- Announce the defense and share link for Zoom or other videoconferencing session for the defense through email to students and faculty of the department. Be sure to take steps to ensure security of your Zoom session.
- Ask all potential attendees to arrive/login in advance of the start of the defense.
- Ask all potential attendees to turn on their cameras and mute their mics after joining the virtual defense.
- Make sure in advance of the defense that all committee members are familiar with how to use Zoom.
- Make sure that the defending student knows how to use Zoom, in particular how to share their screen and thus their presentation slides.
- On the day of the defense, the Chair may want to make sure the committee members have been introduced to each other, if that has not already occurred.
- Establish the protocol for questions with attention to who may ask questions and when.
- Ask non-committee members of the audience to log off of the Zoom link when and if the committee wishes to question the defending student without the audience in attendance.
- At the point at which the committee prepares to discuss their decision, the defending student will be asked to sign off the Zoom link. Be sure to have a cell number to text the student to log back into the Zoom room to hear the decision of the committee.
- Alternatively, the student might be moved to a breakout room for the duration of the committee’s deliberation and then brought back into the main Zoom space to hear the decision.
Call 865-974-9900 to reach the OIT Helpdesk if you need assistance.
For information on how to use Zoom, visit Zoom Getting Started on the OIT website.
Effect of COVID-19 on International Students
The UT community continues to grow as an institution representing many cultures, both domestically and internationally. For our international graduate and professional students, the pandemic has presented unique challenges. The Center for Global Engagement is a great resource for international students wondering what these times mean for them as UT students. They have a page of Frequently Asked Questions for international students, which provides valuable suggestions and resources.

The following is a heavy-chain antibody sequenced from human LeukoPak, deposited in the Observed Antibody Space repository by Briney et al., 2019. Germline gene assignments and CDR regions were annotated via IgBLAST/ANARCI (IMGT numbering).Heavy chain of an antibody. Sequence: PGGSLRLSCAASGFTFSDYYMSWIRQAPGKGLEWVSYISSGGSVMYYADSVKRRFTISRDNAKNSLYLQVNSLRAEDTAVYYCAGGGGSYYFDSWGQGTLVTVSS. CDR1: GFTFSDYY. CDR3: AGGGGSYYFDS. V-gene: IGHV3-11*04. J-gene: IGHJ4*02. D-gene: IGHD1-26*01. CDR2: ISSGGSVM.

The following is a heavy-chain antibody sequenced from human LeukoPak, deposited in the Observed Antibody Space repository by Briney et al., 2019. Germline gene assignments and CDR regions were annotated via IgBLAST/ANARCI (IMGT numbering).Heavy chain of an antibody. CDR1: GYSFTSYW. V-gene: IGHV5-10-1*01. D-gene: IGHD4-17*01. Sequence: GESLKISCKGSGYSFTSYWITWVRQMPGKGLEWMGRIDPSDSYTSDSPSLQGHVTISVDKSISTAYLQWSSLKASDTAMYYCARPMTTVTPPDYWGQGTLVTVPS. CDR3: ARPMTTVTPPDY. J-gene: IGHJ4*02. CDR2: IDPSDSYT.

The need to provide a safe learning environment may continue to involve learning remotely in an online format. This mode of learning requires a set of practices that allow you to maximize this environment. Skills such as time management, accountability, and eliminating distractions take on a greater emphasis in the online learning environment. Northwestern University has a great list of strategies at 8 Strategies for Getting the Most Out of an Online Class.
The UT Division of Student Success has also compiled an Online Academic Success Guide with valuable suggestions, definitions and resources to help you get the most out of your classes this fall, regardless of how those courses are being delivered. If you have any difficulties with using technology in your classes, do not hesitate to contact the Office of Information Technology through the OIT Helpdesk. They have staff ready to assist you so that you can focus more on your learning outcomes and less on technological difficulties. And their website has tutorials and guides on using Zoom, Canvas, and other UT systems.